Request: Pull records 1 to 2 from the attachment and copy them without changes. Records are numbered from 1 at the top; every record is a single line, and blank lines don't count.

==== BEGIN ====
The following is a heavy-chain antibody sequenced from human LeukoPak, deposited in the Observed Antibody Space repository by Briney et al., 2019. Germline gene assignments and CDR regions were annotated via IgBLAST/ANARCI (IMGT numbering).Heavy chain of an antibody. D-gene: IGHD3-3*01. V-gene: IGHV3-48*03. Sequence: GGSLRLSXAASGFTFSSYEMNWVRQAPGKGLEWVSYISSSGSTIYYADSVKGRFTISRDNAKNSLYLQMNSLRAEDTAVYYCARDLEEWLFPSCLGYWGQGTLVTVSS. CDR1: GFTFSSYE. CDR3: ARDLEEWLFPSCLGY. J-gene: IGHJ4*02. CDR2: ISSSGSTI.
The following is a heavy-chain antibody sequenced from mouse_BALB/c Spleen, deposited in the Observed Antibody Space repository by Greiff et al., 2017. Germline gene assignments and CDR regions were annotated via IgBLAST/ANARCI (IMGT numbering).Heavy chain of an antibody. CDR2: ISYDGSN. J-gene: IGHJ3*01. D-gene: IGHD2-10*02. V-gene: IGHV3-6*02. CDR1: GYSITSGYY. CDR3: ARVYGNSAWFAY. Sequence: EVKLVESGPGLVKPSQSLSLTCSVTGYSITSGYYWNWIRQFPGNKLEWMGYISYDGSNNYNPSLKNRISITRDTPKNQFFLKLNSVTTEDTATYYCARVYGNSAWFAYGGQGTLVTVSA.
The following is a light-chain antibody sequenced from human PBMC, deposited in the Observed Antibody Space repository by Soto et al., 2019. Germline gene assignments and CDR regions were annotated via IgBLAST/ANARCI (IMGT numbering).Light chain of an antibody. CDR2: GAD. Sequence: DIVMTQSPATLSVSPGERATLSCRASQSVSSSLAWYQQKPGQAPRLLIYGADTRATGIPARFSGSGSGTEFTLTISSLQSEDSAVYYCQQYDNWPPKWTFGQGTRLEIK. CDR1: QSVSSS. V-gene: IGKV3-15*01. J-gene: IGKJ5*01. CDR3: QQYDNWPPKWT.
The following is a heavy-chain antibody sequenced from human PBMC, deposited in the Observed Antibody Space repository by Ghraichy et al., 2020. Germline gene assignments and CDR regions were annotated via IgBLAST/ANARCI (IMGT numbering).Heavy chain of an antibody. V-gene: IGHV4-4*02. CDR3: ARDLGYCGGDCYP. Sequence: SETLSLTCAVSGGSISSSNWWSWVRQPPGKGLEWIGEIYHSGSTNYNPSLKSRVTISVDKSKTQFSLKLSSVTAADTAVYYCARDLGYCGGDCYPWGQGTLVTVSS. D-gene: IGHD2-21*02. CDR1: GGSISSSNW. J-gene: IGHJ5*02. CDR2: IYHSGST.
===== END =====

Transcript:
The following is a heavy-chain antibody sequenced from human LeukoPak, deposited in the Observed Antibody Space repository by Briney et al., 2019. Germline gene assignments and CDR regions were annotated via IgBLAST/ANARCI (IMGT numbering).Heavy chain of an antibody. D-gene: IGHD3-3*01. V-gene: IGHV3-48*03. Sequence: GGSLRLSXAASGFTFSSYEMNWVRQAPGKGLEWVSYISSSGSTIYYADSVKGRFTISRDNAKNSLYLQMNSLRAEDTAVYYCARDLEEWLFPSCLGYWGQGTLVTVSS. CDR1: GFTFSSYE. CDR3: ARDLEEWLFPSCLGY. J-gene: IGHJ4*02. CDR2: ISSSGSTI.
The following is a heavy-chain antibody sequenced from mouse_BALB/c Spleen, deposited in the Observed Antibody Space repository by Greiff et al., 2017. Germline gene assignments and CDR regions were annotated via IgBLAST/ANARCI (IMGT numbering).Heavy chain of an antibody. CDR2: ISYDGSN. J-gene: IGHJ3*01. D-gene: IGHD2-10*02. V-gene: IGHV3-6*02. CDR1: GYSITSGYY. CDR3: ARVYGNSAWFAY. Sequence: EVKLVESGPGLVKPSQSLSLTCSVTGYSITSGYYWNWIRQFPGNKLEWMGYISYDGSNNYNPSLKNRISITRDTPKNQFFLKLNSVTTEDTATYYCARVYGNSAWFAYGGQGTLVTVSA.